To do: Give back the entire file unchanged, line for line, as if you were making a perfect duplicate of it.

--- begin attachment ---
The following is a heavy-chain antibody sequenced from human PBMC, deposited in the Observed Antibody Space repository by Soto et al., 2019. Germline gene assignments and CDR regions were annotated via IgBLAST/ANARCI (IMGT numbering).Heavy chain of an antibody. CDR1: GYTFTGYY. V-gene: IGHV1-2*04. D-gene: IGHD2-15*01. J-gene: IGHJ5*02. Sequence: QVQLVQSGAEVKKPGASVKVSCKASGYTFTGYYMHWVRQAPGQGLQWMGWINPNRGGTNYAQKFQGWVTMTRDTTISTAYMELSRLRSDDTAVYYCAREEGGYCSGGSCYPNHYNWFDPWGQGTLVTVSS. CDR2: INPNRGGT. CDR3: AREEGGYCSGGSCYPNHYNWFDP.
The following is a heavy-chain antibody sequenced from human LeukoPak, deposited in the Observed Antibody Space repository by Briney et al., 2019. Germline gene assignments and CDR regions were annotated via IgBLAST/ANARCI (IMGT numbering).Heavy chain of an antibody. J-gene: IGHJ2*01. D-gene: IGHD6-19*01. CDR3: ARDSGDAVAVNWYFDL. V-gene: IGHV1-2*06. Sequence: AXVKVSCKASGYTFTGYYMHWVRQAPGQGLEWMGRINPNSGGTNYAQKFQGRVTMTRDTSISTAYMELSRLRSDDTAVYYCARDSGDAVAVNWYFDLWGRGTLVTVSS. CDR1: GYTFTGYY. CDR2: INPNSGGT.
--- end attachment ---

The following is a heavy-chain antibody sequenced from human PBMC, deposited in the Observed Antibody Space repository by Soto et al., 2019. Germline gene assignments and CDR regions were annotated via IgBLAST/ANARCI (IMGT numbering).Heavy chain of an antibody. CDR1: GYTFTGYY. V-gene: IGHV1-2*04. D-gene: IGHD2-15*01. J-gene: IGHJ5*02. Sequence: QVQLVQSGAEVKKPGASVKVSCKASGYTFTGYYMHWVRQAPGQGLQWMGWINPNRGGTNYAQKFQGWVTMTRDTTISTAYMELSRLRSDDTAVYYCAREEGGYCSGGSCYPNHYNWFDPWGQGTLVTVSS. CDR2: INPNRGGT. CDR3: AREEGGYCSGGSCYPNHYNWFDP.
The following is a heavy-chain antibody sequenced from human LeukoPak, deposited in the Observed Antibody Space repository by Briney et al., 2019. Germline gene assignments and CDR regions were annotated via IgBLAST/ANARCI (IMGT numbering).Heavy chain of an antibody. J-gene: IGHJ2*01. D-gene: IGHD6-19*01. CDR3: ARDSGDAVAVNWYFDL. V-gene: IGHV1-2*06. Sequence: AXVKVSCKASGYTFTGYYMHWVRQAPGQGLEWMGRINPNSGGTNYAQKFQGRVTMTRDTSISTAYMELSRLRSDDTAVYYCARDSGDAVAVNWYFDLWGRGTLVTVSS. CDR1: GYTFTGYY. CDR2: INPNSGGT.